Fish Bass Baits for Cold-Weather Crappie
What Kind of Tackle Works – Jigging Spoons with Charlie Ingram
Editor’s Note: Forget those jigs and minnows to crappie fish this month. You can catch more and bigger crappie when you bass fish for crappie in cold months than when you usetraditional methods. Yes, you can catch and release 100 crappie per day using jigs and minnows, but you won’t catch slab-sized crappie. I took my first course in bass fishing for crappie when I fished with Charlie Ingram of Eufaula, Alabama, a bass-fishing guide who explained, “Like many other dedicated bass anglers, I fish for bass in cold weather in brush piles, standing timber, river ledges and creek channels.”
Several years ago, Charlie Ingram noticed he also caught plenty of crappie in the cold. “When I did catch a bass on the spoon, generally a 3/4-ounce Hopkins jigging spoon, it would weigh from 4 to 8 pounds,” Ingram says. “Too, I took numbers of crappie on my jigging spoon where I found schools of crappie in the standing timber.” Ingram realized that as his transformation from wintertime bass angler to a cold-weather crappie fisherman took place,he caught some of his biggest crappie ever. He developed a technique of crappie fishing that paid off in slab dividends inthe cold, besides sometimes catching bass, hybrid striped bass, white bass and catfish. Ingram would have bass in his front live well to show his buddies. Then he’d release the bass at the boat dock to return to their favorite haunts in the lake to fight another day and pull his boat out of the water to go home, never telling anyone about the 50-crappie limit in his back livewell that he would clean for his family to eat. “That’s what I enjoy about winter fishing – catching crappie,” Ingram reports. “I can catch bass and release them, but I also can catch crappie and take them home to eat.” Let’s take a look at Ingram’s wintertime slab strategies.
Ingram fishes with a 3/4-ounce Hopkins jigging spoon in cool weather for several reasons. “A heavy spoon will drop straight down to the crappie, won’t be carried by the current and will get down faster than either a minnow or a jig. Too, I can feel the spoon going down and my moving it up and down.” Ingram also likes the heavy spoon because most of the time, he fishes right in the thickest part of the cover or over and through treetops. If the hooks of the heavy spoon get hung up in the wood, he simply shakes the spoon and dislodges the hooks from the trees. “However, before I put a jigging spoon in the water, I gently pass a file over the tips of the hooks to dull the points to keep the hooks from sticking in every limb, twig and brush that spoon touches,” Ingram explains.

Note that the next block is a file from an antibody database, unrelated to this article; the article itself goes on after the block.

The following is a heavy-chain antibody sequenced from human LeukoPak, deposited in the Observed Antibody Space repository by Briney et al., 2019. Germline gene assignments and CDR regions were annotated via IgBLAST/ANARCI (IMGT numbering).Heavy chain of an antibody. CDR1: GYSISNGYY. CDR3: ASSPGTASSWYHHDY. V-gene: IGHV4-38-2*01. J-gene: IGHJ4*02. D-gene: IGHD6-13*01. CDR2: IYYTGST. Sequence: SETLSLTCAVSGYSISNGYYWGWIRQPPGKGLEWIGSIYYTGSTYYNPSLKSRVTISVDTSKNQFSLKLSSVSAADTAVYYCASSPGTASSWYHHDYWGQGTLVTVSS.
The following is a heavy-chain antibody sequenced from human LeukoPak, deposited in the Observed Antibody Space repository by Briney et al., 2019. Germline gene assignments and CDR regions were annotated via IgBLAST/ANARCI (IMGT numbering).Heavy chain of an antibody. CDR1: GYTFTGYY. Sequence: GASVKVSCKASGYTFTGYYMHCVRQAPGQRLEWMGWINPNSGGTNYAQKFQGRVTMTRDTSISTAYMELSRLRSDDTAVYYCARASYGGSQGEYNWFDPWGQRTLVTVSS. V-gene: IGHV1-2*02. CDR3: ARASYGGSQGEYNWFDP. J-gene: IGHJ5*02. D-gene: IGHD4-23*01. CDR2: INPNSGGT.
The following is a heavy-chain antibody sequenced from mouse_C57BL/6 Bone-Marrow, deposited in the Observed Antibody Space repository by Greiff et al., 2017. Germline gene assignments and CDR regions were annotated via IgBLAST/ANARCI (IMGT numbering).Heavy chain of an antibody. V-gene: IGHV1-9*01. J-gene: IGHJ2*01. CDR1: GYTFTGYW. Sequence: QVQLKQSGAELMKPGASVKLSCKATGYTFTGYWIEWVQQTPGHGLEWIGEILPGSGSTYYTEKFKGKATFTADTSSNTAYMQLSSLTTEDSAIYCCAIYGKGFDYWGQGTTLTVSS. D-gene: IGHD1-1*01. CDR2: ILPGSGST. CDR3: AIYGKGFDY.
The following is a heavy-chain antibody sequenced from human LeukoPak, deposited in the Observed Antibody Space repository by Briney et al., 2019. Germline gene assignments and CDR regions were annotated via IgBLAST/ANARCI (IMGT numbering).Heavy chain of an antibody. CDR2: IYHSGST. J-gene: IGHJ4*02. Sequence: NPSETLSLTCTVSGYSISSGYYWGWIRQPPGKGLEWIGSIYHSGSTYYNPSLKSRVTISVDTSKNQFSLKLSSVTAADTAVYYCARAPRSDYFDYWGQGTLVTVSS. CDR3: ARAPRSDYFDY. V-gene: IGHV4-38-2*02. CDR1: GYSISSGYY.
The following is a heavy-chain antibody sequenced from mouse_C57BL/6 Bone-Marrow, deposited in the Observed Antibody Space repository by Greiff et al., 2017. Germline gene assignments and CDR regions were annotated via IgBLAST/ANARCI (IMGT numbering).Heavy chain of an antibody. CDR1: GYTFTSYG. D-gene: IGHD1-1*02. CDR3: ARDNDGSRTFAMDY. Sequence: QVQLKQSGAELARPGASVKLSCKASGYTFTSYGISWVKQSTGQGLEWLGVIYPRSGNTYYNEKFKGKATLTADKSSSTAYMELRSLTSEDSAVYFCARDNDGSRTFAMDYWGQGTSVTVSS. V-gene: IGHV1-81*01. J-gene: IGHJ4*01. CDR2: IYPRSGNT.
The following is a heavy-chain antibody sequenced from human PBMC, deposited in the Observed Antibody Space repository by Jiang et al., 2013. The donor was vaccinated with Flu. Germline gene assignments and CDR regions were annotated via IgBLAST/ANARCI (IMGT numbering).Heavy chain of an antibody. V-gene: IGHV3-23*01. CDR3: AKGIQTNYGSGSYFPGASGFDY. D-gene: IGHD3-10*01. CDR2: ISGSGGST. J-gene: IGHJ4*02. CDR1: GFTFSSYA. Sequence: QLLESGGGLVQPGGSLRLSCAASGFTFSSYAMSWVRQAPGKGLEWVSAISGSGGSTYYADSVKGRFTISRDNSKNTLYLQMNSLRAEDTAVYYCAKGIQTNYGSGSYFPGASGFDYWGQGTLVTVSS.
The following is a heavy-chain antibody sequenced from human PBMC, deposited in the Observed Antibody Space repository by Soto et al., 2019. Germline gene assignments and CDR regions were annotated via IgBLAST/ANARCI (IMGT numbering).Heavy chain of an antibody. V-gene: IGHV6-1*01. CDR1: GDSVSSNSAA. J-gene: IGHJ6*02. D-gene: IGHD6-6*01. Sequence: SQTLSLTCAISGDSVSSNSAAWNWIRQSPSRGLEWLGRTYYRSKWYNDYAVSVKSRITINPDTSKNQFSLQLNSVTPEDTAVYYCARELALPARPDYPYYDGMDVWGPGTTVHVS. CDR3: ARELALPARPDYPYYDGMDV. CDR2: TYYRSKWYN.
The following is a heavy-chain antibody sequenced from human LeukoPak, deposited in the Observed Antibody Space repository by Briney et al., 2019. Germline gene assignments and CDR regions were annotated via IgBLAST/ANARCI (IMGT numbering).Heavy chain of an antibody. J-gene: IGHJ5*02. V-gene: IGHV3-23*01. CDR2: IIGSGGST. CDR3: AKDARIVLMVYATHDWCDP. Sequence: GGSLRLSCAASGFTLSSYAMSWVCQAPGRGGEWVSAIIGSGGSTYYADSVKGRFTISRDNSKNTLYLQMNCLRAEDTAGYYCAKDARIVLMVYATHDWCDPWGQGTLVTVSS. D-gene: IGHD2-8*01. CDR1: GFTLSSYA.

Ingram also dulls the hooks since a sharp, big hook will cut a large hole in the paper-like mouth of a crappie, and with any slack in the line, the hooks will fall out of its mouth. “I catch quite a few bass when I crappie fish, although everyone knows a dull hook will cause you to miss many bass,” Ingram comments. “However, when the bass strikes the jigging spoon, it actually swallows the spoon. So, I lip hook very few bass when I’m fishing this jigging spoon in the wintertime.”
Ingram uses 14-pound-test Stren Line and an Abu Garcia bait-casting rod and reel, the same tackle he utilizes for bass fishing to catch crappie and also land any other fish that takes his bait in cold weather. Other tackle that’s critical for successful wintertime crappie fishing includes his depth finder and trolling motor. The depth finder enables him to see the fish and/or the cover where the fish concentrate. Usually the crappie will hold tight to the cover. If you don’t bounce the spoon off their noses, you probably won’t catch the fish. Realize too that the crappie will move, and you must be able to travel with them by utilizing your trolling motor.
Tomorrow: Where Charlie Ingram Finds Cool-Weather Crappie